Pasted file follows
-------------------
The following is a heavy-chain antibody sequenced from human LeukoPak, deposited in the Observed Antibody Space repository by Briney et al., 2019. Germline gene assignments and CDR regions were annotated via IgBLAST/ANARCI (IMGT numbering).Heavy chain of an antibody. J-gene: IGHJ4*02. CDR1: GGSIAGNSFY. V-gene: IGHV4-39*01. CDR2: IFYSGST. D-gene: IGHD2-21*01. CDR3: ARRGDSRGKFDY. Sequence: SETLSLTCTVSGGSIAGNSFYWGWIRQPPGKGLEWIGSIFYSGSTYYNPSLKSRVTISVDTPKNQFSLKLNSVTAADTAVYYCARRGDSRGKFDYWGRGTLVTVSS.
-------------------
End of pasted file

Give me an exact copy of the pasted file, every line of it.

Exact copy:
The following is a heavy-chain antibody sequenced from human LeukoPak, deposited in the Observed Antibody Space repository by Briney et al., 2019. Germline gene assignments and CDR regions were annotated via IgBLAST/ANARCI (IMGT numbering).Heavy chain of an antibody. J-gene: IGHJ4*02. CDR1: GGSIAGNSFY. V-gene: IGHV4-39*01. CDR2: IFYSGST. D-gene: IGHD2-21*01. CDR3: ARRGDSRGKFDY. Sequence: SETLSLTCTVSGGSIAGNSFYWGWIRQPPGKGLEWIGSIFYSGSTYYNPSLKSRVTISVDTPKNQFSLKLNSVTAADTAVYYCARRGDSRGKFDYWGRGTLVTVSS.